Saturday, September 22, 2007

The Lonely Writer Part 5 :: Not Wandering in the World of Desire

Throughout other posts in this series, we've talked about fighting distractions that take us away from the writing process. Sometimes it's being over-critical of our work. Sometimes it's letting our attention wander to other places (i.e., television, 'net surfing). Sometimes it's letting our bodies wander by trying to do other task at the same time as writing (i.e., laundry, soaking the dishes). This type of wandering is a sort of horizontal movement when we are looking for something vertical. We want to go deeper in our ideas, not spread our concentration over multiple tasks.

That brings us to Part 5 of this series :: Not Wandering in the World of Desire.

Tapping Creativity means changing your perspective. This can take time, as our perspectives are usually cultivated by years of experience. Maintaining focus and writing about a subject, problem, or theme until you've exhausted it will usually get you deeper into it. Still, there are shortcuts that can come from wandering in the world of desire.

Art has a long history of substance abusers. Some were brilliant not in spite of their addiction, but because of them. We'd be naive to believe otherwise. And its easy to see how it could happen. Alcohol does relax the editor on your shoulder and let you write more freely. Drugs will alter your perceptions and perspectives.

For how long, though?

When we are stuck in the creative process, it is easy to wander in the world of desire to find help. That's a dangerous candle to burn, however. As those things can cause a physical addiction, they can also cause a crippling creative dependency. Just as drugs and alcohol can help to get more (and different) writing out, so to can they make you think that if you stop, you won't be able to be creative anymore. And that can put you in a worse spot than you were to begin with.

I would argue that it is more beneficial to sit at the keys and not write a single word for months than to wander in the world of desire with the sole goal of finding help for your creative struggles. Much attention is given to the woes of drugs and alcohol, but I feel this is one area that is overlooked.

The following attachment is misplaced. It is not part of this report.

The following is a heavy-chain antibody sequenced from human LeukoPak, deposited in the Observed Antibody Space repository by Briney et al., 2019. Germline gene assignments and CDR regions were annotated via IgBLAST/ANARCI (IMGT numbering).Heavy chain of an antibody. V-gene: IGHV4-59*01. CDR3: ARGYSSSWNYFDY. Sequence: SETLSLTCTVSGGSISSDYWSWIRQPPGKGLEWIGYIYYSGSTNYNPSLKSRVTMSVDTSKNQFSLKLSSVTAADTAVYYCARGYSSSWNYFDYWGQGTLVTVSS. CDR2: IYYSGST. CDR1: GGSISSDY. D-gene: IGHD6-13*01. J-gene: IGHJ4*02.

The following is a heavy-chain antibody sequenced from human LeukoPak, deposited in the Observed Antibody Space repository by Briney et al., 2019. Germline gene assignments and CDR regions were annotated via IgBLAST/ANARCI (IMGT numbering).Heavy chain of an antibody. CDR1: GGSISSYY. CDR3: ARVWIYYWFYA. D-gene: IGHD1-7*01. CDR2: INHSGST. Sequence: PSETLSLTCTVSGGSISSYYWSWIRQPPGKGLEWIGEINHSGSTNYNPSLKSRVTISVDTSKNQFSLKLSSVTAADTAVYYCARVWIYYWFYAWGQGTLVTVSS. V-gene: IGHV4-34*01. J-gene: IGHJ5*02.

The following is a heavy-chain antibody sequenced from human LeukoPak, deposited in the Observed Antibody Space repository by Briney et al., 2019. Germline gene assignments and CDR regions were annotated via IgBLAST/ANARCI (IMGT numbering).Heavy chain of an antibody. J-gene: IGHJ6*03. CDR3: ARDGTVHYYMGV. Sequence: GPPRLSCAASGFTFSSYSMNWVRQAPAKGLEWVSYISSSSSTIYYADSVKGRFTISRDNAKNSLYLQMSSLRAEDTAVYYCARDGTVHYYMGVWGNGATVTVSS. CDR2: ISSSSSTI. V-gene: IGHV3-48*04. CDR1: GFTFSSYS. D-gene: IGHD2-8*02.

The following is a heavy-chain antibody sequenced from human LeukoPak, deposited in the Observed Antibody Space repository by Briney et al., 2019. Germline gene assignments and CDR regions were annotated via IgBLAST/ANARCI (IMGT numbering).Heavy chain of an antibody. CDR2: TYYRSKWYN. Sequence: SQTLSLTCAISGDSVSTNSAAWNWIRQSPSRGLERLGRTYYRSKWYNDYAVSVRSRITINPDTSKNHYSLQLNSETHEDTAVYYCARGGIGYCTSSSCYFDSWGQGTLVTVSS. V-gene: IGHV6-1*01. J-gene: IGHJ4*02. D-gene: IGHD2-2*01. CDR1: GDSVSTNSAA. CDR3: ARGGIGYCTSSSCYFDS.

Drugs and alcohol are only the most obvious examples. Any time we turn away from ourselves and rely on something that isn't directly related to creativity in the name of promoting creativity, we move further away from our goal, subsequently making it more difficult to take our writing to another level the natural way...with focus, dedication, and practice.

The Lonely Writer :: An Introduction
The Lonely Writer Part 1 :: Less Desire
The Lonely Writer Part 2 :: Contentment
The Lonely Writer Part 3 :: Avoiding Unnecessary Activity
The Lonely Writer Part 4 :: Complete Discipline
The Lonely Writer Part 6 :: Not Seeking Security from Discursive Thoughts


Samantha said...

I've got mad respect for you, too, G Lo.

I haven't written in quite some time - other things have my attention at the moment.

I really need to take even just fifteen minutes and set it aside for writing.

I guess that's where discipline comes in, eh?


Anonymous said...

Brilliant. Brilliant. An explosion of hope for those of us with predatory Muses under whose spell we wrote and wrote. Or Muses better off seen as temporary catalysts who served a purpose when we were less certain of who we were, but subtract from us now. Thank you for pointing out my ruby slippers...or is it, thank you for pointing out that I write just as well barefoot?

Geoff said...

You are so welcome. I hope it helps.